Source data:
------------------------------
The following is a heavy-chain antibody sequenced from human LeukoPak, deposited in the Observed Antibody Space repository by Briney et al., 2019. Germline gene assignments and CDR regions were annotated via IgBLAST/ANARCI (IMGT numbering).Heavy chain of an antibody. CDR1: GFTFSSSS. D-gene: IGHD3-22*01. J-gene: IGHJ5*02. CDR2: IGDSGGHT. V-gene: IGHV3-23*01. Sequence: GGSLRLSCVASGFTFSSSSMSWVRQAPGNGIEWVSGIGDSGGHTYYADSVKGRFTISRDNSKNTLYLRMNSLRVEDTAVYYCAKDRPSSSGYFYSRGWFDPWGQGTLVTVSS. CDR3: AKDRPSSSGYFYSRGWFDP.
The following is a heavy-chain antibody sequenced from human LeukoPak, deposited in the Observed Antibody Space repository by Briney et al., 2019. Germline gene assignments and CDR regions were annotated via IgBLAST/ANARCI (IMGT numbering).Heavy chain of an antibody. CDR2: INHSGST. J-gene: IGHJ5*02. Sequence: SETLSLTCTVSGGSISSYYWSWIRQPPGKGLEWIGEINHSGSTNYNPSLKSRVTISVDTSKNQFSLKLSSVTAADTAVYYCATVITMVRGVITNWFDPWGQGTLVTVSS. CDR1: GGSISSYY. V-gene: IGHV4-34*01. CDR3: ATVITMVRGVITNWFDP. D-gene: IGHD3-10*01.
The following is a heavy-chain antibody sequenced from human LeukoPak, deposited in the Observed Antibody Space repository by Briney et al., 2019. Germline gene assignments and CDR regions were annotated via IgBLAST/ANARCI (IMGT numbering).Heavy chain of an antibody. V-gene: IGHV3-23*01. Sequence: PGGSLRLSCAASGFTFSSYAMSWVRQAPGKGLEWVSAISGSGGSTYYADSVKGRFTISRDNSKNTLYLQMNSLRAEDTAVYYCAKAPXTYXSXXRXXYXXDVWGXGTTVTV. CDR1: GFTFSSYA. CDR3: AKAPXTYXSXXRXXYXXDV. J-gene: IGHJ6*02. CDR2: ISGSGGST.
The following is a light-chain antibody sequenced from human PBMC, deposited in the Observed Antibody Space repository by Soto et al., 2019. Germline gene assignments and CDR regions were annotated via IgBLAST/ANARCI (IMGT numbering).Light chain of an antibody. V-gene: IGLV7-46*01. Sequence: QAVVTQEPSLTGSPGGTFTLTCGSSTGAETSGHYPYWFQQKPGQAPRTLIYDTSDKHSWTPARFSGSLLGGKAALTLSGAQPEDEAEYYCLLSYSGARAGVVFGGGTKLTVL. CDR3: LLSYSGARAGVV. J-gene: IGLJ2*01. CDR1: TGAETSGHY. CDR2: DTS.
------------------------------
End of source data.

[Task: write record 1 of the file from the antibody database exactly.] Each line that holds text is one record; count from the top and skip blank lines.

The following is a heavy-chain antibody sequenced from human LeukoPak, deposited in the Observed Antibody Space repository by Briney et al., 2019. Germline gene assignments and CDR regions were annotated via IgBLAST/ANARCI (IMGT numbering).Heavy chain of an antibody. CDR1: GFTFSSSS. D-gene: IGHD3-22*01. J-gene: IGHJ5*02. CDR2: IGDSGGHT. V-gene: IGHV3-23*01. Sequence: GGSLRLSCVASGFTFSSSSMSWVRQAPGNGIEWVSGIGDSGGHTYYADSVKGRFTISRDNSKNTLYLRMNSLRVEDTAVYYCAKDRPSSSGYFYSRGWFDPWGQGTLVTVSS. CDR3: AKDRPSSSGYFYSRGWFDP.